I have also been unable in the past to use the julia_init function. I have always had to use julia_init_with_image. That has always seemed unnecessary to me, as julia_init lives in libjulia and can therefore always find the path of the library in which it lives. The “path guessing” in julia_init (at least through 0.5) was based on the calling executable path (and not libjulia), which means it was basically useless for the embedding case unless you happen to be building your executable into the same directory as the julia executable (not a common or, I would suggest, desirable thing). Maybe the path guessing works for the general embedding case now. That would be a welcome improvement.


#17

There are certainly issues with the Julia embedding story but having to link with a .dll.a rather than a smaller .lib file is a very minor one (I’m assuming the absence of the libopenlibm.dll.a file is solved by now and I have never experienced any need to link explicitly with LLVM myself). The major issues I have encountered are the gotchas around correctly protecting Julia objects from garbage collection (JL_GC_PUSH with friends), getting paths right, and the need to bundle the Julia runtime to make sure that it’s compatible to what you built with.

With the caveats that it’s a couple months since I worked actively with embedding, I still had some unsolved issues, and I haven’t checked out the changes that have gone into 0.6, I tend to think that the most sane approach to embedding is using cfunction pointers for all your interaction with your Julia code and limiting the use of the Julia C API to the minimum needed for initialization and acquiring the cfunction pointers. That way it becomes quite manageable to dynamically load libjulia and do away with the build time linking trouble.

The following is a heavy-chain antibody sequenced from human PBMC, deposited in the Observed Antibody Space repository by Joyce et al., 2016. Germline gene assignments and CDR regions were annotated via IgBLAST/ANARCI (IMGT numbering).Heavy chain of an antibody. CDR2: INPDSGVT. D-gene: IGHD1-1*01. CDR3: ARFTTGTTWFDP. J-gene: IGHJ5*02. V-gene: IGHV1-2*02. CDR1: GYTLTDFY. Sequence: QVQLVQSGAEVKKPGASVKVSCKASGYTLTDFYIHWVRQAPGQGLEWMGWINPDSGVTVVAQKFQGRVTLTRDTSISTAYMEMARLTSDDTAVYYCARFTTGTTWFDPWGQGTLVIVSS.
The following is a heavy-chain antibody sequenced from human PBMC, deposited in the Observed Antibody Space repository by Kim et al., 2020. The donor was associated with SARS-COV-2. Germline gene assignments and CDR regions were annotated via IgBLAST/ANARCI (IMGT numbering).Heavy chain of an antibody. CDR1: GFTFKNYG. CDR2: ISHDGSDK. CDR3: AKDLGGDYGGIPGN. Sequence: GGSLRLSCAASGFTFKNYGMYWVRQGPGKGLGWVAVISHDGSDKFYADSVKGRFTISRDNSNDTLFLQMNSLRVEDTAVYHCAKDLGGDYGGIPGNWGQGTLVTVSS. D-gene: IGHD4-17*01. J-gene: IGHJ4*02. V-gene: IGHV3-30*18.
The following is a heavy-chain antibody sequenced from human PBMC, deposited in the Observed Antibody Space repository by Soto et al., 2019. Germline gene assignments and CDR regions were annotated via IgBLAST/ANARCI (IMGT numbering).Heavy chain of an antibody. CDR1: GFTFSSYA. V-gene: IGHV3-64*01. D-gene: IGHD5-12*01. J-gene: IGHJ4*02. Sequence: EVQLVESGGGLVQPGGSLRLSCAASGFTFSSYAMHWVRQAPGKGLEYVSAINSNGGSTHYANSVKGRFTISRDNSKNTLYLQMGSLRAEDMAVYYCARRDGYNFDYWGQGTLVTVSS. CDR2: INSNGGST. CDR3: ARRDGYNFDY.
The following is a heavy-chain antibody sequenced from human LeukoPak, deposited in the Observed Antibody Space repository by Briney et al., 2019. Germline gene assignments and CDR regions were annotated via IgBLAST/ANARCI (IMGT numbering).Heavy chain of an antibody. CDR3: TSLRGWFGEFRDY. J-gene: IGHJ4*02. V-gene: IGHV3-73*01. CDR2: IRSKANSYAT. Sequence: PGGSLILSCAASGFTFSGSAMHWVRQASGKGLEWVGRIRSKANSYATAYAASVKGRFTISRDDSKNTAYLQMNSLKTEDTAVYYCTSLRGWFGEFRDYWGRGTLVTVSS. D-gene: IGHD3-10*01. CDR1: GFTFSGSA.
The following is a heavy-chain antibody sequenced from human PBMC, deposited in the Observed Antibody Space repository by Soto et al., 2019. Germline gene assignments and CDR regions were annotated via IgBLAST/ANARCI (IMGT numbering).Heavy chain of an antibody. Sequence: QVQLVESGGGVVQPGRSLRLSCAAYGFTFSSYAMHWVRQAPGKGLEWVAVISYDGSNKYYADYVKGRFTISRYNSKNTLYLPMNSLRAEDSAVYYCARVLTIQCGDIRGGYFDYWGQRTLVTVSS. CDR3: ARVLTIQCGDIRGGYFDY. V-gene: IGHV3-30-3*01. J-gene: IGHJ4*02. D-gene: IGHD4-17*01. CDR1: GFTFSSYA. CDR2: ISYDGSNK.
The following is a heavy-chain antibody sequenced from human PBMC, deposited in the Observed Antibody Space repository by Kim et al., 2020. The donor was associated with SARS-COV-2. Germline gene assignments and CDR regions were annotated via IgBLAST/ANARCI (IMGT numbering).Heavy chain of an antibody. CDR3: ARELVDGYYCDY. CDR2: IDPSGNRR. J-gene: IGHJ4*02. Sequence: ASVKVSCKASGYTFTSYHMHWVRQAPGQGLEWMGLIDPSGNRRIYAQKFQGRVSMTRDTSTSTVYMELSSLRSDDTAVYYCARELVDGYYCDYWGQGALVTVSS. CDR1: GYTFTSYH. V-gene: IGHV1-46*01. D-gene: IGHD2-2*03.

#18

One factor that helped with the success of e.g. the Lua interpreter is how easy it was to embed it into an application. A clear C API and best practices for the build process.

In comparison, requiring users to recompose import libraries from dlls is a much higher barrier for adoption.

More generally, using a different compiler than the one of the platform for the official binaries (mingw) and not providing cmake project config files are already obstacles, but which developers can overcome.


#19

I’m not saying this is not needed in general, but I tested the cmake version of the embedding example yesterday using the standard Julia 0.5.1 binaries and visual studio 2015, and it worked without requiring an LLVM import lib. So I still wonder under what exact circumstances the LLVM import lib is needed.


#20

libLLVM.dll.a appears to be 26 MB, around the same size as the largest dll’s in our current binaries. There may be LLVM build system issues contributing to it being larger than it should be. If we were absolutely certain that it was required for embedding we could consider whether it’s worth it, but so far much of the evidence is indicating that it should not be necessary.

Better support for cmake, and any support at all for visual studio, will need to be contributed by the community. At the moment both are very low priorities because they introduce as many or more problems than they solve. Priorities can change, but that’s where we are today.